Cough Syrup Could Become Prescription-Only as Codeine Addiction Rises
Cough syrup, including codeine linctus, may no longer be accessible over the counter due to mounting concerns over its addictive nature and potential for serious health complications. The growing number of reported cases of drug abuse and dependence on codeine-based medicines has caught the attention of the UK's medicines safety regulator, and there’s growing impetus that it could become prescription-only.
Amid the rising tide of misuse, the Medicines and Healthcare products Regulatory Agency (MHRA) is considering reclassifying codeine linctus as a prescription-only medicine to combat the escalating problem of substance misuse.
Pharmacists have also expressed their apprehension regarding the overdose risk associated with codeine-based medications. Codeine linctus, an oral syrup containing codeine phosphate, is commonly sold in pharmacies as a remedy for coughs. However, a concerning trend has emerged where individuals are using it for its opioid effects, often to sustain a dependence on pain-relieving substances.
Dr. Alison Cave, Chief Safety Officer of the MHRA, explained, "Codeine linctus is an effective medicine, but as it is an opioid, its misuse and abuse can have major health consequences."
That’s seconded by the many rehab centres around the country that are seeing more and more people walk through their doors in need of codeine addiction and treatment. In fact, the issue has become more pronounced in recent years, with a surge in reports linking misuse and criminal activities to codeine, often propagated through social media platforms. Since 2018, the MHRA has received 116 reports related to recreational drug abuse, dependence, and withdrawal associated with codeine medicines, including codeine linctus.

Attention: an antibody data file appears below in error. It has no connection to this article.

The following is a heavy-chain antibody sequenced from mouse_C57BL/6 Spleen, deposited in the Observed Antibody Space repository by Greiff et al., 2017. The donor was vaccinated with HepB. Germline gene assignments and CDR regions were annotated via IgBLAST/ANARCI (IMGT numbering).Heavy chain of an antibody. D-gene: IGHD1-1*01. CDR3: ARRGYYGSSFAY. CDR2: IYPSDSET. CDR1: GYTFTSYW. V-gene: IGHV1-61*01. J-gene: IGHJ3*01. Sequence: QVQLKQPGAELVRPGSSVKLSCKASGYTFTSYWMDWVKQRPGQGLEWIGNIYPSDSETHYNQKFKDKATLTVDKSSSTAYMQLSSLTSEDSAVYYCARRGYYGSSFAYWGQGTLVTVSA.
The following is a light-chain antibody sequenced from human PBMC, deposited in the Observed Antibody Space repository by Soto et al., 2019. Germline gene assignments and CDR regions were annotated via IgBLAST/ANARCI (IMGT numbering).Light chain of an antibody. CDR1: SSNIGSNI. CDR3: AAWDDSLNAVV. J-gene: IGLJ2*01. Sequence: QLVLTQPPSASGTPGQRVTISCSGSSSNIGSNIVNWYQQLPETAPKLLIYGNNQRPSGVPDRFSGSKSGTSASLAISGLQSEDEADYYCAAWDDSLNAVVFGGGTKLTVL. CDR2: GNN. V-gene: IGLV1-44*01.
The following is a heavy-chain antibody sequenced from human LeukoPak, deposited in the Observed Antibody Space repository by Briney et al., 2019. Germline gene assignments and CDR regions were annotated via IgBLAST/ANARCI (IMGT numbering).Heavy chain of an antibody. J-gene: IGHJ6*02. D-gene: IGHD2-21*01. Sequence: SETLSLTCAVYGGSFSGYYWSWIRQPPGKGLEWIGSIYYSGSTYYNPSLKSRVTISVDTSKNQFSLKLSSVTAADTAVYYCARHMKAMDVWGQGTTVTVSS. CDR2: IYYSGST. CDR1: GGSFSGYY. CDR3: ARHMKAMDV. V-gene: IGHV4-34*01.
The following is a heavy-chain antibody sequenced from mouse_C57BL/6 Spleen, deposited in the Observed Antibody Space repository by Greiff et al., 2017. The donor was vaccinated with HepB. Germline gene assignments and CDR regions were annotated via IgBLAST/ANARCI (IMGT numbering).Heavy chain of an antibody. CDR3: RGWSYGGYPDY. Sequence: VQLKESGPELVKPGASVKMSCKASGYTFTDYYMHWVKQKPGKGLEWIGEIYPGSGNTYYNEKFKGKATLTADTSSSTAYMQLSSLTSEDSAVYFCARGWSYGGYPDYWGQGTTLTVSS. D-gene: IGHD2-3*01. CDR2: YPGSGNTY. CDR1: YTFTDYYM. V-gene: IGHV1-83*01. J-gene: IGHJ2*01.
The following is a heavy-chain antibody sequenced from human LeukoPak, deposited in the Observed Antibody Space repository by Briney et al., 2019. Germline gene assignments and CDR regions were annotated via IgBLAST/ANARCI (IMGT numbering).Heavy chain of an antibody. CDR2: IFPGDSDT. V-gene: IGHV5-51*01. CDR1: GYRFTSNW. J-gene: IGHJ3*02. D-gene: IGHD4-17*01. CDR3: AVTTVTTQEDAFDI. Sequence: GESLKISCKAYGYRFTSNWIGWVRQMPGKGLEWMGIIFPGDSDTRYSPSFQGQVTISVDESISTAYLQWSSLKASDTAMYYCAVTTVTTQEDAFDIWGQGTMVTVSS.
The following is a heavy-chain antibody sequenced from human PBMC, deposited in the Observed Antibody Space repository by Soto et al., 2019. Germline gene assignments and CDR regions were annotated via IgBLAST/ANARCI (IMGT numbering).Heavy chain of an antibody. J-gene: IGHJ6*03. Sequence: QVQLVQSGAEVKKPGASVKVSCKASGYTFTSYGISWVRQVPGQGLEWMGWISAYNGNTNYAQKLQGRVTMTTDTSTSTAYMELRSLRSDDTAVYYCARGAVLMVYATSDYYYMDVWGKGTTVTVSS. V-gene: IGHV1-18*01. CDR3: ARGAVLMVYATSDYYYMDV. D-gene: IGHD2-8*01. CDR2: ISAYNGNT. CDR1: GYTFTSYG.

Adverse reactions to medicines containing codeine have also surged, with 277 serious and fatal incidents recorded in 2021 and 243 in 2022. This year has already seen 95 such cases. Faced with these alarming statistics, the MHRA has initiated a consultation process to gather input from healthcare professionals and the general public on the potential transition to making this medicine available exclusively through GP prescriptions.
Pharmacists have welcomed this proposed shift, citing "insufficient robust evidence" supporting the safe use of codeine linctus for treating coughs. Prof Claire Anderson, President of the Royal Pharmaceutical Society, echoed their concerns, pointing out the risks associated with misuse, addiction, and overdose. She noted the existence of numerous non-codeine alternatives for managing dry coughs, which often resolve on their own.
Global studies suggest that up to 60% of individuals worldwide could be susceptible to opioid dependence. As discussions unfold regarding the potential reclassification of codeine-based cough syrup, it becomes evident that a multi-faceted approach is necessary to address the complexities of substance misuse and its impact on public health.
It’s likely this situation will continue on for a number of months and years, and it’s a decision that won’t be taken lightly by health officials, but the fact that has had to come on to their radar suggests that it’s a problem that isn’t going away any time soon.